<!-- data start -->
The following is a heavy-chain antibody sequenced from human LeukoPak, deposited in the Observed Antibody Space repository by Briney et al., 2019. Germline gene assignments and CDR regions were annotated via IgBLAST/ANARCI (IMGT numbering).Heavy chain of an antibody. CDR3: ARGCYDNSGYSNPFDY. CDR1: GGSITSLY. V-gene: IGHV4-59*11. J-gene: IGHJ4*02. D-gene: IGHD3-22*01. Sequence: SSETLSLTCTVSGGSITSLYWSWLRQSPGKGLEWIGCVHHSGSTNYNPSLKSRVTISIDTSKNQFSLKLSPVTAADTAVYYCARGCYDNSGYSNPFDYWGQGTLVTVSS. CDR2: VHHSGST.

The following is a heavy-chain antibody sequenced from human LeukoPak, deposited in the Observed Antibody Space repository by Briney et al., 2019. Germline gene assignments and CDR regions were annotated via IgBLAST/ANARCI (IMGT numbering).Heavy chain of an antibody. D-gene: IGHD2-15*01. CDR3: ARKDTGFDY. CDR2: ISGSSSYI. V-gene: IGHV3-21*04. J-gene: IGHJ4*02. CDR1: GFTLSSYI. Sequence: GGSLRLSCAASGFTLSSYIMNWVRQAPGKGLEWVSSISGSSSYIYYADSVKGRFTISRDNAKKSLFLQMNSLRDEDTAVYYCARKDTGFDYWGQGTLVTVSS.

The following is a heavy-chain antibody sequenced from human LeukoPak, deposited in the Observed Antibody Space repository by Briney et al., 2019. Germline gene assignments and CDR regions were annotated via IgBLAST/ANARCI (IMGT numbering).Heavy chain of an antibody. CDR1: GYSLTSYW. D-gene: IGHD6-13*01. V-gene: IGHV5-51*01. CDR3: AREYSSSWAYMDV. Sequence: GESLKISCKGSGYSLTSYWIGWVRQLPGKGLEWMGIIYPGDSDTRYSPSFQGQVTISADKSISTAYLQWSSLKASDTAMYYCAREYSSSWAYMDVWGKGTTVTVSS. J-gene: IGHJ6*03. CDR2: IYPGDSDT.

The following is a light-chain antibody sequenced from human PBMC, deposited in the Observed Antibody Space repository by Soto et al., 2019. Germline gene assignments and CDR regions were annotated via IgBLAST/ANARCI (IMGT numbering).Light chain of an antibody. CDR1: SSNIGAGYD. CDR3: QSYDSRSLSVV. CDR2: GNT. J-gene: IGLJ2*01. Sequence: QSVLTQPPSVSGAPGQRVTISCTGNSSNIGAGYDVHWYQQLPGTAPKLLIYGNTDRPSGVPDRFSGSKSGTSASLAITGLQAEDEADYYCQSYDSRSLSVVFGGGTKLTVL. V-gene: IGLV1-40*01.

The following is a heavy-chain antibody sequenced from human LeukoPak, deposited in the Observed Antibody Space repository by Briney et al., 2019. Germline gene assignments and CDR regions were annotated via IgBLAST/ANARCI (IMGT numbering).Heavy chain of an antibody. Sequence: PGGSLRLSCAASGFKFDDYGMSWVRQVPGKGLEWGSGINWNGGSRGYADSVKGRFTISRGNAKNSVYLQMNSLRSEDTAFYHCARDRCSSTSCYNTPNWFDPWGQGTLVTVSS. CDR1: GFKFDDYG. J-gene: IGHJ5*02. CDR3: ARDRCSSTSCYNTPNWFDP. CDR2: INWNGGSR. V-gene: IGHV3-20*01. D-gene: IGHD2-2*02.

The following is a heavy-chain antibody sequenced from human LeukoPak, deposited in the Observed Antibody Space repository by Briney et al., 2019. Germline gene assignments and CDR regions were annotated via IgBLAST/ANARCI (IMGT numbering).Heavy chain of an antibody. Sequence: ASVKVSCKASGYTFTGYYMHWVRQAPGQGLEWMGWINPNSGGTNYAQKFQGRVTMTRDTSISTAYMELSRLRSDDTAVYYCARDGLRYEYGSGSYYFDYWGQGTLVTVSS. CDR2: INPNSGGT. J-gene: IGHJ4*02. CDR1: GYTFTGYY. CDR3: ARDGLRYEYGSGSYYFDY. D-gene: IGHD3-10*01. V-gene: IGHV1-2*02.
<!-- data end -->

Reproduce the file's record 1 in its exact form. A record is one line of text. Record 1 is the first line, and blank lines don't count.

The following is a heavy-chain antibody sequenced from human LeukoPak, deposited in the Observed Antibody Space repository by Briney et al., 2019. Germline gene assignments and CDR regions were annotated via IgBLAST/ANARCI (IMGT numbering).Heavy chain of an antibody. CDR3: ARGCYDNSGYSNPFDY. CDR1: GGSITSLY. V-gene: IGHV4-59*11. J-gene: IGHJ4*02. D-gene: IGHD3-22*01. Sequence: SSETLSLTCTVSGGSITSLYWSWLRQSPGKGLEWIGCVHHSGSTNYNPSLKSRVTISIDTSKNQFSLKLSPVTAADTAVYYCARGCYDNSGYSNPFDYWGQGTLVTVSS. CDR2: VHHSGST.